The Science Behind How Weight Loss Actually Works

Forget the marketing hype and diet gimmicks. When it comes to losing weight – listen to Newton.

Dr. Mike Posthumus |

A popular topical discussion point this past festive season: “Doc, what are your thoughts on diet X – do you think it works?”

This conversation normally continues with me explaining that I’m not a dietician or a medical doctor. I’m a sport scientist, and therefore not an expert on the topic. However, I do consider myself well trained in sifting through information and differentiating truth from fiction. I would also like to think that my education has provided me with a fair amount of common sense.

Related: Our Ultimate Match Day Muscle Meal. Plus, The Best Low-Calorie Beers

My answer to the diet question always involves a refresher on Newton’s laws of physics, and two simple words: calorie deficit. Now, let me explain further.

The first law of thermodynamics states that energy cannot be created or destroyed in a closed system. What this means is that if the calories you consume (even those snacks you may consider to be healthy) are more than the calories you burn (your resting metabolic rate and all your activity in a day), you’re going to gain weight. Simple. Other way around? You’re now in a calorie deficit, and on track to lose weight. Simply put, all diets – no matter if they’re low-carb, Banting, Paleo (I don’t even know if that’s the same as Banting any more?), low-fat, Weigh-Less, vegan, Mediterranean or intermittent fasting – work through creating a calorie deficit. If they don’t, you’re not going to lose weight.

When you cut down one macronutrient (whether it’s fat or carbohydrate), or you restrict yourself from eating for 16 hours in a particular day, your total calories for that day will be lower than for an unrestricted diet. Choosing a diet to follow to lose the excess kilos around your belly should be less about the magic each diet inevitably claims, and more about which diet will be more sustainable in helping you create a long-term calorie deficit. Look at the food you’re consuming, and calculate the number of calories in your meals. I don’t advise counting your calories each day, but do the odd stocktake, to make yourself aware of what you’re eating. This will help you make better choices around food and meal selection.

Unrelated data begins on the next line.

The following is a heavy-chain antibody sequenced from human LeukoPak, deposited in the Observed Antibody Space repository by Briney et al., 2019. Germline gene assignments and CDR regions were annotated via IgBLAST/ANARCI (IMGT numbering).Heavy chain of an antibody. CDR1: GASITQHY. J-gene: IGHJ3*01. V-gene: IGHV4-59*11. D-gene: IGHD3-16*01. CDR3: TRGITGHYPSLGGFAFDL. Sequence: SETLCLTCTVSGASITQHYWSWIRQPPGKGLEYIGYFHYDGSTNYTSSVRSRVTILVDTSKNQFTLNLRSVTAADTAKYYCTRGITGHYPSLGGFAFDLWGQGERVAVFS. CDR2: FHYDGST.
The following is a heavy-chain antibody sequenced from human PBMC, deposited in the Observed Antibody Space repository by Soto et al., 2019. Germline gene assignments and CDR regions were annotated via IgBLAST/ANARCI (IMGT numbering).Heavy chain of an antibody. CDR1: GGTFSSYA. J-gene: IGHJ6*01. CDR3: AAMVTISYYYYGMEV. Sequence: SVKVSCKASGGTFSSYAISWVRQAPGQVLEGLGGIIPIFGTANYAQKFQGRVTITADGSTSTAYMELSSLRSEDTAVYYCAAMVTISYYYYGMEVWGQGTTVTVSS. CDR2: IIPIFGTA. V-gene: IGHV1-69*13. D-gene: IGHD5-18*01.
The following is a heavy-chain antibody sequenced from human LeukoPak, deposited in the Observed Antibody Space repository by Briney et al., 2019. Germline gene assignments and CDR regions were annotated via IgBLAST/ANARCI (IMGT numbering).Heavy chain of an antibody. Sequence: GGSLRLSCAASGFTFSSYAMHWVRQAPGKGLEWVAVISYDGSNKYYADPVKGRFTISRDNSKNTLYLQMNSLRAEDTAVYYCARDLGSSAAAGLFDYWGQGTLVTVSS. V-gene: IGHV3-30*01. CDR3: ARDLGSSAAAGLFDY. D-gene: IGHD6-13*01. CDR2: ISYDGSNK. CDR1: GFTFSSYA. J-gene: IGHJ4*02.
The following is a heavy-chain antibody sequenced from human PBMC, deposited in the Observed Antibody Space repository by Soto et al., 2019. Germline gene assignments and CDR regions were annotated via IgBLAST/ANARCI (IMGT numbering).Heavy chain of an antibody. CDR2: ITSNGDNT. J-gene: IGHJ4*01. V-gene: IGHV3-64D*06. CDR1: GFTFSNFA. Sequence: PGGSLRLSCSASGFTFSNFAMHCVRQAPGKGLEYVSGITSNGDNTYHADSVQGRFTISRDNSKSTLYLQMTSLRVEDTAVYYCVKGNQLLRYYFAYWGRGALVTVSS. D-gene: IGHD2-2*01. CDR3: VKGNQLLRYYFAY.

Related: Smash This Low-Calorie Protein Feast In Minutes

We’re often fooled into thinking we’re doing well by selecting a smoothie under the ‘superfoods’ category at our favourite smoothie bar; however, some of these smoothies may contain as much as 740kCal per 500ml. The popularity of ketogenic approaches may have us believe that we should ask for the fat to be left on our steak if we want to lose weight. But 100g of fat may contain 900kCal. Unless this practice is reducing hunger significantly enough to still be creating a calorie deficit (which is how ketogenic diets work), you’re not going to lose weight.

Now, I know that many readers are not going to agree with everything I’ve said. And yes, of course hormones play a critical role. But hormones are not more important than kilojoules. They may alter the number of calories you burn, how many you eat, or where you store them. But a hormone is not going to help you defy the first law of thermodynamics.

Choose an approach to eating (don’t call it a diet – it’s a way of life) that creates a calorie deficit and that is going to be sustainable (by including foods that you enjoy eating). Ensure that your meals leave you satisfied and not hungry. There are several approaches that may work for you; but they don’t work through magic, and they don’t work through some secret bio-hack – they work through creating a calorie deficit. If you continue to battle to lose weight, see a dietician who is specifically trained to assist by creating an approach to sustainable weight loss.

Related: Our 14 Step Weight Loss Guide To Losing Fat In 24 Hours

Oh, and to answer the original question: “Diet X will only work if it makes you eat less than you burn.”

What the Doc finds super-useful right now:

This month I thought I’d highlight some very useful and educational Instagram accounts. Because Instagram doesn’t have to be filled only with selfies and quacks. There are some really knowledgeable experts out there who share their knowledge with their followers, and I highly recommend giving them a follow.

Related: The Truth About Sweet Potatoes: Are They Good or Bad for Weight Loss?

@DRNADOLSKY Dr Spencer Nadolsky is a physician who focuses on lifestyle changes and fat loss. Includes funny memes, and has a strong emphasis on debunking diet misconceptions.

@DR.JACOB.HARDEN Dr Jacob Harden is a doctor of chiropractic and shares very useful strengthening exercises for prehabilitation and rehabilitation of injury. Helps you avoid injuries.

@JOETHERAPY Joe Yoon is a massage therapist, and he shares content that will assist you to stretch and improve mobility around certain joints and structures.


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